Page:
Pricing is a key lever influencing and driving financial performance as well as a pressure point for law firms as their clients demand more for less and a better balance between pricing and value. Toronto-based consultant Nancey Watson sat down recently with Stuart Dodds, director of Global Pricing and Legal Project Management for Baker McKenzie, and editor of Pricing on the Front Line, to discuss the current state of law firm pricing and the evolving role of the pricing professional.


Nancey Watson: What was the initial catalyst for the role of pricing professionals in law firms?

Stuart Dodds: The initial catalyst for the growth in legal pricing (as a role/function) can be traced back to the fallout from the global financial crisis. Since 2008 there has been a much greater focus on the cost of legal services. In addition, declining or (at best) static demand for legal services has further increased competition/price pressure. However, although the financial crisis in 2008 may have dramatically accelerated the pace of what subsequently happened, change was always going to come. In 2017 there is a much greater need for law firms to be pragmatic and nimble when responding to clients’ collective requests, which does often challenge long-held traditions and models in firm profitability, the traditional partnership model, appropriate quality work product, hiring and retention, etc.

Watson: I have noticed that there are a variety of ways in which law firms structure the pricing function in the firm. Do you have a sense of which structure works best?

Dodds: This is very much driven by the size and practice-area scope of the organisation. We see legal pricing roles sit within finance, operations and marketing. My personal preference is for this type of role to sit within marketing, and indeed both my legal pricing roles have been within marketing. The rationale behind this is that firstly pricing is one of the 4Ps of marketing (the others being promotion, product and placement), but more importantly the fact that pricing really needs to clearly tie into a firm’s overall value proposition. However, as long as the pricing role is able to be client facing and engage with the firm’s partners and leadership teams regularly, it doesn’t really matter. The pricing role is very much one which acts as a conduit, bringing together various parts of a legal firm such as business development, knowledge management, finance and IT.

Watson: What are the most frequent challenges you and your peers typically face?

Dodds: The biggest challenge is around changing the behaviour within a law firm. When speaking with my peers, this is always the first theme mentioned. This is especially true when trying to convince someone to adopt a fee approach that they are less comfortable or familiar with. In addition, as law firm pricing roles begin to build greater traction within their respective organisations, there is the more positive challenge of managing capacity with increasing demand and increasing sophistication of pricing requests.

Watson: What qualifications would you recommend that a law firm look for when hiring a pricing professional?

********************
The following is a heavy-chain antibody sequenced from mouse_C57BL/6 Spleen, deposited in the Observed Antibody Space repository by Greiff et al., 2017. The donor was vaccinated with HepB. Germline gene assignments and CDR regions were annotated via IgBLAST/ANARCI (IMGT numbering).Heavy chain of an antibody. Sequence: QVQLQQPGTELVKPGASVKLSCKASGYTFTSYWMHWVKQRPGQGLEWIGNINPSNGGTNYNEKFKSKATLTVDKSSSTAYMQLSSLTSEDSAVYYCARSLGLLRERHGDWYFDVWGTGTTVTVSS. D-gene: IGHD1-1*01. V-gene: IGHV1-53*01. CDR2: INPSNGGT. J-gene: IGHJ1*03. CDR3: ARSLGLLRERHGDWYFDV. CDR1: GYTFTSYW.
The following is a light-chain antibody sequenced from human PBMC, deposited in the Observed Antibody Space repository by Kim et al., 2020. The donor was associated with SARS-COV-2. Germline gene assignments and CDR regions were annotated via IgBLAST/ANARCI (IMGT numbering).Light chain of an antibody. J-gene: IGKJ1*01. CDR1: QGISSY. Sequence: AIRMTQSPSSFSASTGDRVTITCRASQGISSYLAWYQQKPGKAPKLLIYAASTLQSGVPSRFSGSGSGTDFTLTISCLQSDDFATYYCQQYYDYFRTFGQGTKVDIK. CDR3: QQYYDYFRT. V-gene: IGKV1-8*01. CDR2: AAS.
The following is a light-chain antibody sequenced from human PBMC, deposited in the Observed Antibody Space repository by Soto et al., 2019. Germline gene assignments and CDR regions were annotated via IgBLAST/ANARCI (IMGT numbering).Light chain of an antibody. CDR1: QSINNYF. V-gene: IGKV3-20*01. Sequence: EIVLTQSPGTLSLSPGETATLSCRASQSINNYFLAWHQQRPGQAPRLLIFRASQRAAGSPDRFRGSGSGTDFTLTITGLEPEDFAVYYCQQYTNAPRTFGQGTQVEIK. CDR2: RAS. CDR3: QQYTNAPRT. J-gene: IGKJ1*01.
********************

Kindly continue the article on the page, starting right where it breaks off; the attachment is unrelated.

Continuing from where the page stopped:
Dodds: The pricing discipline has evolved significantly since I first started in this role in early 2008, and as such there is a much better understanding of what the role is within the marketplace and similarly a much broader range of skills which can now contribute to pricing. From a qualifications perspective, many in the field either have business-related or legal qualifications (or even sometimes both!).

However, there are a number of themes that ring true throughout. The key things I would look for are firstly the ability to engage and influence (much of the pricing role is about changing existing ways of working); followed by a good sense of commercial pragmatism. The ability to conduct financial analysis is a given but is probably less important than the previous two capabilities. Intellectual curiosity and comfort with technology would be my final two critical characteristics. Additionally, there are also now a number of existing pricing-specific courses and certifications which can add to the pricing professional’s toolbox.

Different types of fee approaches

Watson: Could you estimate the breakdown of which pricing methodologies are commonly used in law firms today within the parameters of market vs. value vs. cost plus?

Dodds: The most common approach within the legal sector when determining the price of a matter is to build it from the bottom up, i.e., a cost-based approach. Although this accurately reflects the costs incurred by the law firm themselves, this is often of little interest to the client as they are more focussed on the fee and the eventual outcome.

We are also beginning to see, due to competitive pressure, more market-based pricing occurring within the legal sector (i.e., when a certain matter type typically costs $10,000). Many of us in pricing roles have often heard the refrain from our colleagues of “the market price for this matter is $X. Our fee cannot be more than that or we won’t win the work.” This is a better measure in the sense that it is more market driven/less internally focused, but this too has some limitations in that there is no guarantee that the matters being priced this way are comparable. The best way, and one that is slowly beginning to build some traction within the legal community, is valued-based pricing. This is when the fee charged more accurately reflects the value of the work being conducted as jointly agreed by both client and law firm.